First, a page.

“All right. I remember everything. The truth is,” he said, lying, “I couldn’t stand to spend another second in that house. I just had to get out. And so I left. I didn’t think about it, I just did it. I walked for a long time and when I couldn’t walk anymore I hitchhiked. I got as far as Gallup, and then I was just … it was time to come home.”
“So being found naked in a supermarket -- that was your way of giving credibility to a lie? Of avoiding questions of your disappearance?”
“Why run away? What did you feel you had to run from?”
He almost smiled. “Doctor, my wife is seven months pregnant with a child we didn’t intend. My 15-year-old son has cerebral palsy. I am an extremely overqualified high school chemistry teacher. When I can work I make $43,700 per year. I have watched all of my colleagues and friends surpass me in every way imaginable and in 18 months I will be dead. And you ask why I ran?”
Meanwhile, Jesse too was getting grilled but wasn’t doing as well as his partner in crime. Sitting in Hank’s interrogation room, he sweated and yelled through the questions, through his own lies. And then the bell tolled. Tuco’s uncle had arrived. The witness that had it in him to bring down the house of cards.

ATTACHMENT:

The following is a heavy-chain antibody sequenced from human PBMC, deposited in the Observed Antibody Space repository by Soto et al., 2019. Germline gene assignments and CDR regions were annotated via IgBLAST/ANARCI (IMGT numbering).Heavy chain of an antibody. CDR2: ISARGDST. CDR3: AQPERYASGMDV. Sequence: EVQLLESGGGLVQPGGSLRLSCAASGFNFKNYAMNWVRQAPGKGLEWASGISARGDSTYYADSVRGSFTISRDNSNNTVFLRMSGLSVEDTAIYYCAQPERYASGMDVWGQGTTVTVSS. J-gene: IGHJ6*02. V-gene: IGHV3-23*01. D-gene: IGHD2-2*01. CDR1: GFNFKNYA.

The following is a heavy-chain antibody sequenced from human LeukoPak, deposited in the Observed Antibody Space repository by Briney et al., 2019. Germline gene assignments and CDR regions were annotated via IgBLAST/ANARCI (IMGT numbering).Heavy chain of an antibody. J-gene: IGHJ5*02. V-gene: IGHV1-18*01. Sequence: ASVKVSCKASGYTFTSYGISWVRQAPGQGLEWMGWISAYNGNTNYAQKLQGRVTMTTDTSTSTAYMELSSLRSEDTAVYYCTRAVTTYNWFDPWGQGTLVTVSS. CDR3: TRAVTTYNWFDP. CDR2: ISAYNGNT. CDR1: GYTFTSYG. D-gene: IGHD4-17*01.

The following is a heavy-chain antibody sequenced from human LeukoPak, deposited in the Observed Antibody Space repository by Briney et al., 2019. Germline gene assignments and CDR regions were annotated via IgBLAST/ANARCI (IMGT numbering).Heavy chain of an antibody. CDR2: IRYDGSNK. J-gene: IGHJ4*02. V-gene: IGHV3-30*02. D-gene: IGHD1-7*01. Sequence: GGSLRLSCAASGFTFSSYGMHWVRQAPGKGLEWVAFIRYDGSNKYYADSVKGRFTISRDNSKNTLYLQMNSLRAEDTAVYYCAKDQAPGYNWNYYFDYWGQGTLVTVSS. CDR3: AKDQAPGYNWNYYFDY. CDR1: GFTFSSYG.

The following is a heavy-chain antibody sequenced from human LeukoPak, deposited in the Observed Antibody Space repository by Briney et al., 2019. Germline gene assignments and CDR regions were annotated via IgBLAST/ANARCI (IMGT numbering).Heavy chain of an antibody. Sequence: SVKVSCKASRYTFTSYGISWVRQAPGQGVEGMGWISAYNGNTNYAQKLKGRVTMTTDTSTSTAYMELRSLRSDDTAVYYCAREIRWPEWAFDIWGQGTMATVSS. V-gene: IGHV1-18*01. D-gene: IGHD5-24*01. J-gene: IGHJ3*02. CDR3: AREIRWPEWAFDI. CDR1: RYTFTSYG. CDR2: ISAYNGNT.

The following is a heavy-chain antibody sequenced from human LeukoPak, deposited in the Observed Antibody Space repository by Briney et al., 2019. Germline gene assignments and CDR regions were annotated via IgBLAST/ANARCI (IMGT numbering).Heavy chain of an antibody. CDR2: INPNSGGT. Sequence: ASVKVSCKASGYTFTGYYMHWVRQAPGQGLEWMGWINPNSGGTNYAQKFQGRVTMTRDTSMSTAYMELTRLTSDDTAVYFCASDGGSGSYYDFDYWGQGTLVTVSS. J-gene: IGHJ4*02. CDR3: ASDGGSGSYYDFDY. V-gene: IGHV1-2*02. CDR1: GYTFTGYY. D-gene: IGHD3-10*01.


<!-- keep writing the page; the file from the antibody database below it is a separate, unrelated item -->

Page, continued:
But what happened next was a bit of a letdown. I felt that as an audience, we were right there with Jesse, in that tight little room, nowhere to go, staring at the man who had the ability to crush everything with the simple tap of that little bell. “Was this man in your house yesterday?” Gomez asked the man. Nothing. “Was he doing business with your nephew, Tuco?” Hank pressed. The finger didn’t move. Instead, the man leaned over in his wheelchair and defecated. “I guess that’s a no,” Hank said.
“Old-school Mexicans don’t help the feds,” Gomez later told Hank, explaining that Tuco’s uncle had spent 17 years in prison and never ratted anyone out, never helped the feds. But even now? With these two guys –- Walt and Jesse? He wouldn’t turn on even them, for his dead nephew? Was he really so scared of the ramifications, scared for his own safety? I’m not an expert in these things, but to me it just felt like too easy of an out to what before the commercial break seemed like an impossible situation. In an odd way I really wanted his finger to fall on the bell one more time, just to see what would have come next.
The only other moment of the episode that gave me pause, however slight, was Walt managing to sneak out of the hospital long enough to visit home (taking the bus, no less) and getting away with it, though the sequence did provide us with one of this series’ more poignant scenes –- Walt spying the future, his family without him, a glimmer of what will inevitably be. Again, Cranston did so much without uttering a word. Only a look -– one eye peering in to his loved ones from behind a door. We knew what he was feeling just by the look on his face, as we did when he glimpsed both the leftover “Have you seen this man?” flier of himself at the bus stop, along with the painting in his hospital room of a man in a rowboat, drifting away from his family.
Welcome to the life and death of Walter White.
-- Josh Gajewski